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Euro area: Business activity expanding at its fastest pace in nearly 12 years

Summary:
The flash composite Purchasing Managers’ index for the euro area increased to 58.6 in January from 58.1 in December, above consensus expectations (57.9).  The services sector index rose, offsetting the decline in the manufacturing index . Companies also expressed growing optimism about this year’s outlook, with business expectations up to an eight-month high. The only piece of less positive news was a modest drop in forward-leading indicators in the manufacturing sector, consistent with our forecast of a gradual slowdown in the pace of growth in the second half of 2018. Still, January PMIs confirm that growth is improving in terms of quantity as well as quality, with rising job creation and investment. We forecast

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The flash composite Purchasing Managers’ index for the euro area increased to 58.6 in January from 58.1 in December, above consensus expectations (57.9).  The services sector index rose, offsetting the decline in the manufacturing index . Companies also expressed growing optimism about this year’s outlook, with business expectations up to an eight-month high.

The only piece of less positive news was a modest drop in forward-leading indicators in the manufacturing sector, consistent with our forecast of a gradual slowdown in the pace of growth in the second half of 2018. Still, January PMIs confirm that growth is improving in terms of quantity as well as quality, with rising job creation and investment. We forecast euro area GDP growth of 2.3% both in 2017 and 2018, with near-term upside risks.

Eurozone PMI Headline Indices

Euro area: Business activity expanding at its fastest pace in nearly 12 years

- Click to enlarge

Meanwhile, price pressures intensified further in January, according to the flash survey, and “capacity continued to show signs of being stretched” despite rising employment. Input costs and selling prices rose to their highest levels since April 2011, both in the manufacturing and services sectors. Delivery times remained close to record highs. These bullish developments in soft data, along with GDP growth that is stable and well above potential, could impel the ECB to become more hawkish in its communication over the course of the year (see “Guide me if you can! ”, 19 January). Importantly, there has been little evidence so far that a stronger currency is having any meaningful impact on euro area growth or inflation.

Eurozone Composite PMI and GDP Growth, 2000 - 2018

Euro area: Business activity expanding at its fastest pace in nearly 12 years

- Click to enlarge

In Germany, the flash composite PMI index fell marginally to 58.8 in January from 58.9 in December, above consensus expectations (58.5). The details suggest that manufacturing (-2.1 points to 61.2) cooled, while momentum in services picked up (+1.2 points to 58.8) reaching a nearly seven years high. That being said, the expansion in manufacturing remains one of the strongest on record. Momentum in employment is still brisk, with job creation rising at its fastest pace since early 2011. Delivery times lengthened further in January due to capacity constraints, mainly in the manufacturing sector. Inflation pressures mounted further, according to the flash survey, driving up both input and output prices. Overall, PMI data suggest that momentum in Germany is being maintained. The highlight of January’s PMI report was the strong impetus in the services sector. Firms remain strongly optimistic about 2018 despite lingering political uncertainty.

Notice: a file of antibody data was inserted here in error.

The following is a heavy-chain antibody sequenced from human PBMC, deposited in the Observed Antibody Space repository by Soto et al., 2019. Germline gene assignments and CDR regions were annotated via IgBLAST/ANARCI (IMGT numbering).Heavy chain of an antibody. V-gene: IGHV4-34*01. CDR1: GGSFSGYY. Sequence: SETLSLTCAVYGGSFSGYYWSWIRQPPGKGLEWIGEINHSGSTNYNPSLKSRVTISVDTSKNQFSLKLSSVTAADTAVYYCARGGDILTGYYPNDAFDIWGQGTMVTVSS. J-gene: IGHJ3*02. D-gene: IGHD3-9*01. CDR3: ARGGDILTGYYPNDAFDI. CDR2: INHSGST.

In France, the flash composite PMI increased marginally to 59.7 in January from 59.6 in December, above consensus expectations (59.2). This marginal rise was primarily led by the services sector (+0.2 to 59.3), offsetting a 0.7 point drop in the manufacturing index to 58.1. The breakdown by sub-indices showed that output was supported by a further rise in new orders. The rate of new order growth in January was the most marked since April 2011, mainly driven by the services sector. Firms boosted employment —but not enough to avoid a rise in orders. Input price pressures intensified in January due to higher wage and raw material costs, prompting firms to raise selling prices to protect margins. Overall, PMIs continue d to signal solid momentum in the private sector at the start of the year. French composite PMI suggests that the strong finish to 2017 has continued into 2018.

Outside the two largest euro area countries , Markit noted that “business activity rose at the fastest pace since July 2006, with manufacturing recording the strongest monthly increase in output since April 2000. Service sector growth accelerated but remained below some of the peaks seen last year. Prices charged rose at the steepest rate for nearly a decade”.


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Nadia Gharbi
Nadia Gharbi is economist at Pictet Wealth Management. She graduates in Université de Genève, Les Acacias, Canton of Geneva, Switzerland Do not hesitate to contact Pictet for an investment proposal. Do not hesitate to contact Pictet for an investment proposal. Please contact Zurich Office, the Geneva Office or one of 26 other offices world-wide.

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